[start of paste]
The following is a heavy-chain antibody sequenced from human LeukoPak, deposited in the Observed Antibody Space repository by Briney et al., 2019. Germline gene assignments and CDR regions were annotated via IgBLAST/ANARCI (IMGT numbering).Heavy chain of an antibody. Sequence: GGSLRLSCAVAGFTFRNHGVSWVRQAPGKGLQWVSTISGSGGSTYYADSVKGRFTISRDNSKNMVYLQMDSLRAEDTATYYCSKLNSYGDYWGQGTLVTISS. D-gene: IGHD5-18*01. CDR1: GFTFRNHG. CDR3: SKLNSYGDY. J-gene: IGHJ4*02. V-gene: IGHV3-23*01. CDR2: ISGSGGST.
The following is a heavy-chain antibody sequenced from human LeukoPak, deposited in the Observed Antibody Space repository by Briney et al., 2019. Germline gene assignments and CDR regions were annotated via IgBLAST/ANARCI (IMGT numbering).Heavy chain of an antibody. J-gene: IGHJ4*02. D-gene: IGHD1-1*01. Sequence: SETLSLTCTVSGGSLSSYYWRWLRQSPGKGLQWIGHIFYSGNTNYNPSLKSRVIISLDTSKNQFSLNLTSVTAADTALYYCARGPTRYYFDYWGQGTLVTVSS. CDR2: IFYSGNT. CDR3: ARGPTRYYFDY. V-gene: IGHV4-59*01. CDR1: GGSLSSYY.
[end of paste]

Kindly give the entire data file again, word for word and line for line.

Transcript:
The following is a heavy-chain antibody sequenced from human LeukoPak, deposited in the Observed Antibody Space repository by Briney et al., 2019. Germline gene assignments and CDR regions were annotated via IgBLAST/ANARCI (IMGT numbering).Heavy chain of an antibody. Sequence: GGSLRLSCAVAGFTFRNHGVSWVRQAPGKGLQWVSTISGSGGSTYYADSVKGRFTISRDNSKNMVYLQMDSLRAEDTATYYCSKLNSYGDYWGQGTLVTISS. D-gene: IGHD5-18*01. CDR1: GFTFRNHG. CDR3: SKLNSYGDY. J-gene: IGHJ4*02. V-gene: IGHV3-23*01. CDR2: ISGSGGST.
The following is a heavy-chain antibody sequenced from human LeukoPak, deposited in the Observed Antibody Space repository by Briney et al., 2019. Germline gene assignments and CDR regions were annotated via IgBLAST/ANARCI (IMGT numbering).Heavy chain of an antibody. J-gene: IGHJ4*02. D-gene: IGHD1-1*01. Sequence: SETLSLTCTVSGGSLSSYYWRWLRQSPGKGLQWIGHIFYSGNTNYNPSLKSRVIISLDTSKNQFSLNLTSVTAADTALYYCARGPTRYYFDYWGQGTLVTVSS. CDR2: IFYSGNT. CDR3: ARGPTRYYFDY. V-gene: IGHV4-59*01. CDR1: GGSLSSYY.